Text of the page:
Yeah! If you listen to the song “Test” off The Mind Is a Terrible Thing to Taste, we had one of the guest rappers from New York, K-Lite, who was working with Frankie in studio B, pop over into studio A and sing on the track with us. This was way before Anthrax, Run-DMC and Aerosmith and all that stuff, so yeah, we were acutely aware of each other.

Arabian Prince of N.W.A is featured on the new album, Amerikkant. How has hip-hop or early electro influenced your work in general?

It's funny, my first conversation [with Arabian Prince], he was telling me that my work influenced all the hip-hop DJs. It's kind of turned around where he was saying, “We couldn't afford fancy synthesizers, so we just started taking stuff and doing the same thing you were doing through editing and just doing it through turntables and vinyl.” Art feeds on itself. Art will find itself and eat itself eventually. I was amazed to hear that.

Al Jourgensen and Brian Shanley's 2015 exhibit "Without Sympathy"; Credit: Courtesy Lethal Amounts

Al Jourgensen and Brian Shanley's 2015 exhibit “Without Sympathy”; Credit: Courtesy Lethal Amounts

Regarding your first Ministry album, With Sympathy, you've stated in the past that you absolutely despise it. You’ve said the experience felt a lot like rape to you. In all fairness, it is one of the greatest synth-pop albums of all time. Can you expand on why you don't like that album?

Yeah, that’s easy — because it's not me. I don't hate the record so much for the style of music. It's just that I hate the fact that it has nothing to do with me except that my name's on it, which, you know, is really kind of disconcerting. I was young and naive and we got signed to a major label. I got what everybody in a band wants — to be taken seriously. I was told we were gonna be the next big thing and I had no choice but to believe what they were telling me was true. I wanted to do my very best, as this was an opportunity not everyone gets. But they took advantage of my inexperience and started dictating what was gonna happen. I felt uncomfortable but it was all happening so fast. We had literally played maybe five shows before we got signed.

We get on their label and then they appoint a producer, they appoint the band, they appoint management. Next they tell me what to wear. They made me cut my hair and they didn't know shit about what I was about. I mean, I would just go in there and they were just using me as a figurehead and I wasn't doing what I wanted to do. I contractually did the best I could. They signed me because we were doing a lot of innovative shit, that’s the reality … and some of the songs I submitted to Arista later wound up not only on Twitch but also on The Land of Rape and Honey, too. That's the type of stuff that we were doing even back before With Sympathy. When I say I felt like I was raped, it's because my trust was violated. I didn't know any better and they fully took advantage of that. So when someone pays me a compliment for that album, it’s hard to accept. Because I wanted to distance myself from that record, my music became heavier and more angry. So there's something to be said about that.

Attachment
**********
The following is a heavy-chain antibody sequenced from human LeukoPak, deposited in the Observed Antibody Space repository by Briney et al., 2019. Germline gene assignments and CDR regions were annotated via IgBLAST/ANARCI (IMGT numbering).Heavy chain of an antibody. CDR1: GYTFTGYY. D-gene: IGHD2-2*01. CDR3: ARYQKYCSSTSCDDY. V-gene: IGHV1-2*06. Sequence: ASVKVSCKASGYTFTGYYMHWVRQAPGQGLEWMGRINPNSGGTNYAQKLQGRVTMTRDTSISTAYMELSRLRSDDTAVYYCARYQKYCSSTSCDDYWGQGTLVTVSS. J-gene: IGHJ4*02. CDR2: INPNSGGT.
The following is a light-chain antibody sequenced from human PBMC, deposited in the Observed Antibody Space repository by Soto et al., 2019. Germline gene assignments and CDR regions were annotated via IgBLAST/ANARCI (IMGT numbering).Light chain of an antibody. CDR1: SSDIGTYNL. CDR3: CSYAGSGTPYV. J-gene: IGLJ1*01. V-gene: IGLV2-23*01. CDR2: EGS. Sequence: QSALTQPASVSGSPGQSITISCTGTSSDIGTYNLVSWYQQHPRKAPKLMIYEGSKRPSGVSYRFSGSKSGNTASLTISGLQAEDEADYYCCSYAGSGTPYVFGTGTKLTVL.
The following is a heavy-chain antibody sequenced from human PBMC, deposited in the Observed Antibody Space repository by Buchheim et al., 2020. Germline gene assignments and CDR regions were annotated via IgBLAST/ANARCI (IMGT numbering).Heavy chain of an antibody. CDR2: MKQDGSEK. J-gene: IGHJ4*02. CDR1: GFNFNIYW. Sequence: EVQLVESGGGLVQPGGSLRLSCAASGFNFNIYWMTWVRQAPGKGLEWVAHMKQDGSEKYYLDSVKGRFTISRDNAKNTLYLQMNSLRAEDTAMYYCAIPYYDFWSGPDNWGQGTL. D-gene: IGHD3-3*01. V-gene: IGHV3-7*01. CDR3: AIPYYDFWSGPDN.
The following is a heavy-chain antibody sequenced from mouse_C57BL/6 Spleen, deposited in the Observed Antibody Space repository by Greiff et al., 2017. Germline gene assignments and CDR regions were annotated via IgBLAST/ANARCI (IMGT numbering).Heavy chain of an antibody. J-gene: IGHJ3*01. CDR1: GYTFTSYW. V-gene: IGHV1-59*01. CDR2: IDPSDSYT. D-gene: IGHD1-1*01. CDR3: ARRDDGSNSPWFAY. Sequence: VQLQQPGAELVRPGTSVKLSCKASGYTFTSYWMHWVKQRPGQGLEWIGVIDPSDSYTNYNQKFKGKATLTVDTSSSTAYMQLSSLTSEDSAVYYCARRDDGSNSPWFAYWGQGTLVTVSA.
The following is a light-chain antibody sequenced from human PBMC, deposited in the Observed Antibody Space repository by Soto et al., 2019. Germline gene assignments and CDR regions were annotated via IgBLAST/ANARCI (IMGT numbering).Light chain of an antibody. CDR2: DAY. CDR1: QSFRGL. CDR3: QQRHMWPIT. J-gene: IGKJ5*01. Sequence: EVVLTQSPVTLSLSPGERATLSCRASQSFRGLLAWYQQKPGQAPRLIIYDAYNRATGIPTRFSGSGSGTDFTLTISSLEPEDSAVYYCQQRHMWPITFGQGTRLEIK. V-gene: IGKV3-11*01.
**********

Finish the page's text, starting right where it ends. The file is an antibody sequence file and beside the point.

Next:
In the late 1980s, you went in a more metal direction. What were your main metal influences?

Before Ministry I was playing in a metal cover band in 1978 in Colorado called Slayer, well, before Slayer! I was kind of brought up as a metal guitar player. Then you know, synths hit the scene and I started experimenting with that. And after a couple albums I kinda got really sick of it — I needed to take a break. So I went back to what I did from way back in the ’70s and I seemed to be able to mix both what I learned from the early synth days and my metal, and that's pretty much been our sound since.

Ministry have been releasing music since the early years of Ronald Reagan. That was followed by Bush, Clinton, Bush Jr., Obama and now Trump. Do you feel it's still the same whoever the president may be, or do you feel Trump is the worst president ever?

Well listen, it's the same old song and dance! To answer the second part of that question, though, no, he's not the worst president we've ever had — Trump's the worst human being we've ever had as president! There's a difference. I guess it's pretty self-evident in the fact that when we do an album that's 30 years old and I'm singing about the same things — you know, like anti-fascism and beware of Big Brother — it's the same stuff! It's seamless between this [new] album and The Land of Rape and Honey, so when we do those back-to-back during the show, that gets a little bit disheartening.

How does politics play a role in your message?

I feel very comfortable singing about that. I mean, I always hear people say artists shouldn't get involved in politics, but you know what, I'm also a citizen of this country. And what's been going on concerns me, so I feel comfortable in that realm, singing about the stuff that I do and tailoring my songs toward that kind of agenda. You know, on the other hand, I don't expect other people to do that and people that write other music about, you know, personal relationships or just just basic trivial thoughts on their minds or whatever, that's fine too. Whatever you feel comfortable doing, you should do.

Credit: Phil Parmet

Credit: Phil Parmet

Do you see your influence in other musicians like Trent Reznor? How do you feel about them?